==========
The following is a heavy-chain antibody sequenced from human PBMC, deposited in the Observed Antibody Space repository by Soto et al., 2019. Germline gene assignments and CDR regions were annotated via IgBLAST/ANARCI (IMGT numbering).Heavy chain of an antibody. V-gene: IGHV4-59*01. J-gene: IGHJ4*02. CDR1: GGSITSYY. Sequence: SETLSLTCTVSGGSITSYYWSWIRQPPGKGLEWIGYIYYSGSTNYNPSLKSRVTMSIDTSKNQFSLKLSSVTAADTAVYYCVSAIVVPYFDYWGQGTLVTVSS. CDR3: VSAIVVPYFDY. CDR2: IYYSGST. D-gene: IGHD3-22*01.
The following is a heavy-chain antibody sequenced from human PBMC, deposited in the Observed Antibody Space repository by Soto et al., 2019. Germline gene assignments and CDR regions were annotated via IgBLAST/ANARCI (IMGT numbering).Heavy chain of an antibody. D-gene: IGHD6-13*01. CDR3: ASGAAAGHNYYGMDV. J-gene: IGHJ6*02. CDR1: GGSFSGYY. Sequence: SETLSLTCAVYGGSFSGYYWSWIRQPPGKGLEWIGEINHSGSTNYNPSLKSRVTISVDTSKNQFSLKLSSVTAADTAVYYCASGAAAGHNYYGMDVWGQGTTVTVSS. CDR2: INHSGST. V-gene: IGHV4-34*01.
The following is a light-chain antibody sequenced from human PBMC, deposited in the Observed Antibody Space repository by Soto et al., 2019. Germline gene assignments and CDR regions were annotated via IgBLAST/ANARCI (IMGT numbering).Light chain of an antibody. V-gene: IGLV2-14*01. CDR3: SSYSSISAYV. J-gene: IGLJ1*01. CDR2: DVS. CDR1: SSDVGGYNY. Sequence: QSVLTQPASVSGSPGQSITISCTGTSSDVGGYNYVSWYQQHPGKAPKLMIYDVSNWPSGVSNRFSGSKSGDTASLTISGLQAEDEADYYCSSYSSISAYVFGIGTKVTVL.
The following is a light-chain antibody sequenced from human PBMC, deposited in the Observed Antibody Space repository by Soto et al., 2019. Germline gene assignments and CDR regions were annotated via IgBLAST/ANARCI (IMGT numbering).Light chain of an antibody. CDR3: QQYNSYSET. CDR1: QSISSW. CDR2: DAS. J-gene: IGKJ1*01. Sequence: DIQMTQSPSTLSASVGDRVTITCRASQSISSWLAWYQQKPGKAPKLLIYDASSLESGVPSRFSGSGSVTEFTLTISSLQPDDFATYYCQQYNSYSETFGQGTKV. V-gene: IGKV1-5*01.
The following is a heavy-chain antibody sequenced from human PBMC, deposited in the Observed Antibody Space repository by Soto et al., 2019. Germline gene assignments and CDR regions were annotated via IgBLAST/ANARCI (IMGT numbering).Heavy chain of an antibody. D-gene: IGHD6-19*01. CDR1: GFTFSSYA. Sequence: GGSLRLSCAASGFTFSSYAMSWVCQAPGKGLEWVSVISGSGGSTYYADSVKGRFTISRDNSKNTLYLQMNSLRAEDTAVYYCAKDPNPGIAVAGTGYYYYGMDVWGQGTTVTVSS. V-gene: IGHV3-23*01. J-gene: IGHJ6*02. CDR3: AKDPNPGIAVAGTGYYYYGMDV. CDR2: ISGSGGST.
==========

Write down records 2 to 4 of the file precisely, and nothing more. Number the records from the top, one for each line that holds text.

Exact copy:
The following is a heavy-chain antibody sequenced from human PBMC, deposited in the Observed Antibody Space repository by Soto et al., 2019. Germline gene assignments and CDR regions were annotated via IgBLAST/ANARCI (IMGT numbering).Heavy chain of an antibody. D-gene: IGHD6-13*01. CDR3: ASGAAAGHNYYGMDV. J-gene: IGHJ6*02. CDR1: GGSFSGYY. Sequence: SETLSLTCAVYGGSFSGYYWSWIRQPPGKGLEWIGEINHSGSTNYNPSLKSRVTISVDTSKNQFSLKLSSVTAADTAVYYCASGAAAGHNYYGMDVWGQGTTVTVSS. CDR2: INHSGST. V-gene: IGHV4-34*01.
The following is a light-chain antibody sequenced from human PBMC, deposited in the Observed Antibody Space repository by Soto et al., 2019. Germline gene assignments and CDR regions were annotated via IgBLAST/ANARCI (IMGT numbering).Light chain of an antibody. V-gene: IGLV2-14*01. CDR3: SSYSSISAYV. J-gene: IGLJ1*01. CDR2: DVS. CDR1: SSDVGGYNY. Sequence: QSVLTQPASVSGSPGQSITISCTGTSSDVGGYNYVSWYQQHPGKAPKLMIYDVSNWPSGVSNRFSGSKSGDTASLTISGLQAEDEADYYCSSYSSISAYVFGIGTKVTVL.
The following is a light-chain antibody sequenced from human PBMC, deposited in the Observed Antibody Space repository by Soto et al., 2019. Germline gene assignments and CDR regions were annotated via IgBLAST/ANARCI (IMGT numbering).Light chain of an antibody. CDR3: QQYNSYSET. CDR1: QSISSW. CDR2: DAS. J-gene: IGKJ1*01. Sequence: DIQMTQSPSTLSASVGDRVTITCRASQSISSWLAWYQQKPGKAPKLLIYDASSLESGVPSRFSGSGSVTEFTLTISSLQPDDFATYYCQQYNSYSETFGQGTKV. V-gene: IGKV1-5*01.